As the U.S. Supreme Court starts its next term on Oct. 3, 2011, the biotechnology industry is awaiting resolution of at least one of three pending disputes addressing the extent to which diagnostic medical methods are patent-eligible. Per colleague Hal Wegner, respondent’s U.S. Supreme Court brief in Mayo Collaborative Services v. Prometheus Laboratories, Inc. is due Oct. 31, 2011 and oral argument is scheduled for Dec. 7, 2011. (See Hal’s List, TopTen2011Sept25 (2).pdf). U.S. Supreme Court certiorari petitions also are expected soon in two other recent Federal Circuit decisions raising similar issues: Classen Immunotherapies, Inc. v. Biogen Idec. and Assn. Molec. Path. et al. v. USPTO et al., (“ACLU/Myriad“, a/k/a “the gene patenting case”). Whether certiorari is granted in Classen and/or the ACLU/Myriad gene patenting case may provide some insight into whether the U.S. Supreme Court will tweak or revamp the Federal Circuit’s application of the Bilski “machine or transformation” patent-eligibility test to patents covering medical methods.
For those of you closely following Assn. Molec. Path. et al. v. USPTO et al., otherwise known as the Myriad “gene patenting” case, you already know that both sides petitioned the Federal Circuit for a rehearing by the three-judge panel (not en banc), albeit for different reasons. Specifically, on August 25, 2011, on behalf of Plaintiffs/Appellees, the ACLU filed a Petition for Panel Rehearing on the merits, while Myriad/Appellant filed its own Petition for Panel Rehearing on the standing issue four days later. Both parties filed petitions in response to the precedential decision by the Federal Circuit on July 29, 2011. The latest update is that yesterday, September 13, 2011, the Federal Circuit denied ACLU’s petition, although we still await word on Myriad’s petition.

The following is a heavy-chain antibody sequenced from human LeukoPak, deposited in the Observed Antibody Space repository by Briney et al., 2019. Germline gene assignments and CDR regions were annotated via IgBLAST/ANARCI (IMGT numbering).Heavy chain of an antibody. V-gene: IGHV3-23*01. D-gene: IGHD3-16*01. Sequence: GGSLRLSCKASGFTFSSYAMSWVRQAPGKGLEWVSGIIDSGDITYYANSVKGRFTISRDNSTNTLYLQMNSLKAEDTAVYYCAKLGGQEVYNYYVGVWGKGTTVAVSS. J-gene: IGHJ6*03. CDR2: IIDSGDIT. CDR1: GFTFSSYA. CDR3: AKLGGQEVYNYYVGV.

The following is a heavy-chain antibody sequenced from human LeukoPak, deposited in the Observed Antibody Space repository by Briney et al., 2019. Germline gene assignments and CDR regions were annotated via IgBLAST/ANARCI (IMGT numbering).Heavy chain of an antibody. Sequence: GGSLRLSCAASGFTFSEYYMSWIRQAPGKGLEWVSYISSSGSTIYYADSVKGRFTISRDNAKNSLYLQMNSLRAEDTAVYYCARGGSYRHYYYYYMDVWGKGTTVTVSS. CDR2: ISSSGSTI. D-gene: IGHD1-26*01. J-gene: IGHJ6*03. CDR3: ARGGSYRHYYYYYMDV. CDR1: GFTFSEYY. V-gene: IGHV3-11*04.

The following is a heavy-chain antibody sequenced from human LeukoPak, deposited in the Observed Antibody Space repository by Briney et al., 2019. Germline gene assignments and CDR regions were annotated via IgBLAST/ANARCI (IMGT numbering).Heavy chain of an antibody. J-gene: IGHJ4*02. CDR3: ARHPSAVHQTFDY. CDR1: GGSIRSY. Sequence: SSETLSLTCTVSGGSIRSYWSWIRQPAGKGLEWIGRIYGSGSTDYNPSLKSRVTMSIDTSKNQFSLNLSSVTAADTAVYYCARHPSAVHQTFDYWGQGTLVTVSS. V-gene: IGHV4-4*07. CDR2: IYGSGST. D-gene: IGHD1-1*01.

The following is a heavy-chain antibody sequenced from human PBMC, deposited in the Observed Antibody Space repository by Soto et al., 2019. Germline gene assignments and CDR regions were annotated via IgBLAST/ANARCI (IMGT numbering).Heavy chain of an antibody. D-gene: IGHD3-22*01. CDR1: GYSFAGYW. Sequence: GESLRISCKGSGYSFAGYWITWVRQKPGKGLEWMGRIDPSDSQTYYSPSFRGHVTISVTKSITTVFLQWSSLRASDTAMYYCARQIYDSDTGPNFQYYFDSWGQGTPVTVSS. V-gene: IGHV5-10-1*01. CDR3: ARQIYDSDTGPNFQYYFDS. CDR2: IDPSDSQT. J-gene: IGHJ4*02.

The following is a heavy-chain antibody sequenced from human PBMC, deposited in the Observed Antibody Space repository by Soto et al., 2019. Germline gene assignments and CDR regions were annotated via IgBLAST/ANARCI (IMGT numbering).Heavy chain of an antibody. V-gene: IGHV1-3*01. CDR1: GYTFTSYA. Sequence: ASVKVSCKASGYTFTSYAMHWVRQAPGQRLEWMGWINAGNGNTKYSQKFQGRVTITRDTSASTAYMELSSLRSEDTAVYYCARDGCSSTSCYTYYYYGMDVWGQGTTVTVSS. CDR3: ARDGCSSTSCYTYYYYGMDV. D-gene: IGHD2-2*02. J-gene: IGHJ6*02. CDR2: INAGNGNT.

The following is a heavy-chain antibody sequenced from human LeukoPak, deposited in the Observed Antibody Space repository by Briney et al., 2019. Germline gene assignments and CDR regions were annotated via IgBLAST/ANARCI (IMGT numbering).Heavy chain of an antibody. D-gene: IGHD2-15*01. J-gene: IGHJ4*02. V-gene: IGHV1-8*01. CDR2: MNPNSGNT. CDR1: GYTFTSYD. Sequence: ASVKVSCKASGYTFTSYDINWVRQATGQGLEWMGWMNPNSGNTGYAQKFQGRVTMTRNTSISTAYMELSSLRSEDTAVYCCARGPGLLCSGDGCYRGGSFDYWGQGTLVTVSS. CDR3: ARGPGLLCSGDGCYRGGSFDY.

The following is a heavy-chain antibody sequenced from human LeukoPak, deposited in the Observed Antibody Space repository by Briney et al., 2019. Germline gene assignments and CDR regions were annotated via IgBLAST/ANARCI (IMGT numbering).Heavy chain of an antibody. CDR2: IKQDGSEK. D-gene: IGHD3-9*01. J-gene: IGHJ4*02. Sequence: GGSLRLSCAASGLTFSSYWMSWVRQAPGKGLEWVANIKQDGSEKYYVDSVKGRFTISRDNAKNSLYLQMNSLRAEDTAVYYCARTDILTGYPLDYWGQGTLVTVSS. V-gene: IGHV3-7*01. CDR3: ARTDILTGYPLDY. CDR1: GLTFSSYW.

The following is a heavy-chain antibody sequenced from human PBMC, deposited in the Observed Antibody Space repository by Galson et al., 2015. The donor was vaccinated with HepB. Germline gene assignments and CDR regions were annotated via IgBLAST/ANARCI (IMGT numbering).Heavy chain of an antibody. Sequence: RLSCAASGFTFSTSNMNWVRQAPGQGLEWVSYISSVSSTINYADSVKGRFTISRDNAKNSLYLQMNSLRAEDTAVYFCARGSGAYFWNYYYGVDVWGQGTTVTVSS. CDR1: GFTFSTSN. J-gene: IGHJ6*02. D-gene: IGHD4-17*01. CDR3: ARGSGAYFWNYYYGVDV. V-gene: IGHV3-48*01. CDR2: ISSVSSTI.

On August 25, 2011, on behalf of Plaintiffs, the ACLU filed a Petition for Panel Rehearing with the Federal Circuit in Assn. Molec. Path. et al. v. USPTO et al., known as the Myriad “gene patenting” case. Four days later, on August 29, 2011, Myriad likewise filed its own Petition for Panel Rehearing. Both parties filed their Petitions in response to a precedential decision by the Federal Circuit a month earlier. In that decision, a three-judge panel held, among other things, that all “isolated DNA” claims at issue are patent-eligible, contrary to Plaintiffs’ position. All three judges wrote detailed opinions, with Judge Lourie writing the majority opinion, Judge Moore concurring-in-part, and Judge Bryson concurring-in-part but dissenting-in-part regarding claims encompassing isolated genomic DNA. For background details of the case, see August 9 post, July 31 post and July 29 post. (Many thanks to Kevin Noonan at Patent Docs for first providing the Petitions.)
ACLU/Plaintiffs Petition for Panel Rehearing
In their recent petition, Plaintiffs ask the same three judges rehear the case again. Notably, they do not ask for a rehearing en banc, which would entail reconsideration by all active Federal Circuit judges.